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Details of Grant 

EPSRC Reference: EP/K026232/1
Title: GaN Electronics: RF Reliability and Degradation Mechanisms
Principal Investigator: Kuball, Professor M
Other Investigators:
Researcher Co-Investigators:
Professor M Uren
Project Partners:
Fraunhofer Institut (Multiple, Grouped) IQE (Europe) Ltd Leonardo UK ltd
Mesuro TriQuint Semiconductor United Monolithic Semiconductors (UMS)
Department: Physics
Organisation: University of Bristol
Scheme: Standard Research
Starts: 01 February 2014 Ends: 31 July 2017 Value (£): 540,317
EPSRC Research Topic Classifications:
Electronic Devices & Subsys. RF & Microwave Technology
EPSRC Industrial Sector Classifications:
Aerospace, Defence and Marine Electronics
Related Grants:
Panel History:
Panel DatePanel NameOutcome
11 Apr 2013 EPSRC ICT Responsive Mode - Apr 2013 Announced
27 Feb 2013 EPSRC ICT Responsive Mode - Feb 2013 Deferred
Summary on Grant Application Form
AlGaN/GaN high electron mobility transistors (HEMT) are a key enabling technology for future high efficiency military and civilian microwave systems. The aim of this proposal is to provide transformative insight into the underlying physical processes that cause degradation in GaN RF power amplifiers (PA). This is of strategic importance for the UK given its strong RF electronics base, due to the fact that GaN RF power electronics delivers a disruptive step change in systems capability through power densities as high as 40W/mm and frequencies exceeding 300GHz. The UK has internationally leading academic research groups in this field, including Bristol and Cardiff. The key issue addressed in this proposal is that device degradation under RF stress is distinctly different than under DC stress, often resulting in a large increase in source resistance, something that never occurs under DC stress and is not explicable by conventional models. This observation implies that a device in RF operation applies voltage/current stresses, which are inaccessible under static conditions, making it imperative to understand the interaction between the RF operating mode and the degradation mechanism.

Bristol has provided seminal contributions to the international effort to understand DC GaN transistor degradation, where an understanding is slowly emerging that includes oxygen related reactions and diffusion processes, and dislocation linked breakdown in GaN transistors. This includes electroluminescence imaging for detection of leakage pathways, dynamic transconductance and transient analysis to detect trapping states, and the simulation of the effect of pulsed operation on bulk and surface traps. Over the last 15 years, Cardiff has established a world leading capability in RF PA design and measurement. In particular waveform engineering systems enable RF current/voltage waveforms to not only be measured directly but also to be manipulated almost at will. This manipulation of the waveform has allowed Cardiff to make seminal contributions to the understanding of high efficiency RF PA operation. In this project, the unique capability to 'tune' RF operation into extremely well defined states to enable 'controlled' RF stressing will be used to gain the step change understanding of RF device degradation. Reverse engineering of failed devices, electrical and electro-optical measurement before/after and during the RF stress, combined with physical device simulation, will be used to determine the RF specific degradation mechanisms. This capability to predict, engineer and measure the RF waveforms is key to achieving an understanding of the RF stresses that devices undergo during PA operation, and then to determine and specify the safe-operating-area for HEMTs.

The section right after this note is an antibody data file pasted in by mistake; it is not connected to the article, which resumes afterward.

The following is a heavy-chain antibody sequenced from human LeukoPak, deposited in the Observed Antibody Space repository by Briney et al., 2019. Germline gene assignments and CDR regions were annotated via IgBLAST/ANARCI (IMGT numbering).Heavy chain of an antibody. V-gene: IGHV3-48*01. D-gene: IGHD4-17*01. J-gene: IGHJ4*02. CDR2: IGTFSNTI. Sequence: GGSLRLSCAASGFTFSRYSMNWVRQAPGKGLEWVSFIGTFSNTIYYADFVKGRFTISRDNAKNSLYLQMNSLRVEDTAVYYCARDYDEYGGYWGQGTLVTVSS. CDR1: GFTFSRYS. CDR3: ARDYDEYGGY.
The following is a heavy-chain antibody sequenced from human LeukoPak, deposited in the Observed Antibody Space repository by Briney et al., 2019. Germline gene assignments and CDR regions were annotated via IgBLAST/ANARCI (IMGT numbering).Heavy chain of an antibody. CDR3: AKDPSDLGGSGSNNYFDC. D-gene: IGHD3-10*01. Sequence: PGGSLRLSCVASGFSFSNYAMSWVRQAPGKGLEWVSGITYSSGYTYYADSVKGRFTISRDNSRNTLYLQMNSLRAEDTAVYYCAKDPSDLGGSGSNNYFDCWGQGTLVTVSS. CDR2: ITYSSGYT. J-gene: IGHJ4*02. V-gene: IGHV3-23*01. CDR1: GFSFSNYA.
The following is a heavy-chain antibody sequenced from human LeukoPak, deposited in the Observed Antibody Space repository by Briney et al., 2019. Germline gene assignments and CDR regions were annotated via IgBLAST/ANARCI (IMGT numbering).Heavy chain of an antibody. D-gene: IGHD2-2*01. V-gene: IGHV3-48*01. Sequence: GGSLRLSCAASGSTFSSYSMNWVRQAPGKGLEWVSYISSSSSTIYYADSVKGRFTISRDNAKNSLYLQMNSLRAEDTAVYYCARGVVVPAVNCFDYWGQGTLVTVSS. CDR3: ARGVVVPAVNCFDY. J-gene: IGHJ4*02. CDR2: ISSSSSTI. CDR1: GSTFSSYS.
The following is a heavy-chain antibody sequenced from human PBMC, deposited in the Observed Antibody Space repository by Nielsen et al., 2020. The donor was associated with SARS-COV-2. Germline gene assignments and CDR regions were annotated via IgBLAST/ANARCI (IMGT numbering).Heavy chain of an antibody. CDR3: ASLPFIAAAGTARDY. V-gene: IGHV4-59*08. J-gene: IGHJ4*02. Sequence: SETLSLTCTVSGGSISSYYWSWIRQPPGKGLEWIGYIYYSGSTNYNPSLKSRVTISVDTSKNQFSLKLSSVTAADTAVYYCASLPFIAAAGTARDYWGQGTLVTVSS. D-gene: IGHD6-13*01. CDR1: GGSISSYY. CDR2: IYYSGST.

This project utilises a partnership with state-of-the-art foundries in Germany and the USA, allowing the project to use production quality devices, essential for the relevance of the work. The project will be guided in terms of its relevance through guidance and interaction with Selex for systems level issues and IQE for the materials. The key synergy of Bristol and Cardiff will address a vitally important issue for the uptake of this disruptive technology, the identification of the RF degradation mechanisms. This will enable the impact of different modes of RF operation to be predicted, and a novel robust RF reliability test methodology to be developed, thus delivering large UK benefit and international impact.

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Organisation Website: http://www.bris.ac.uk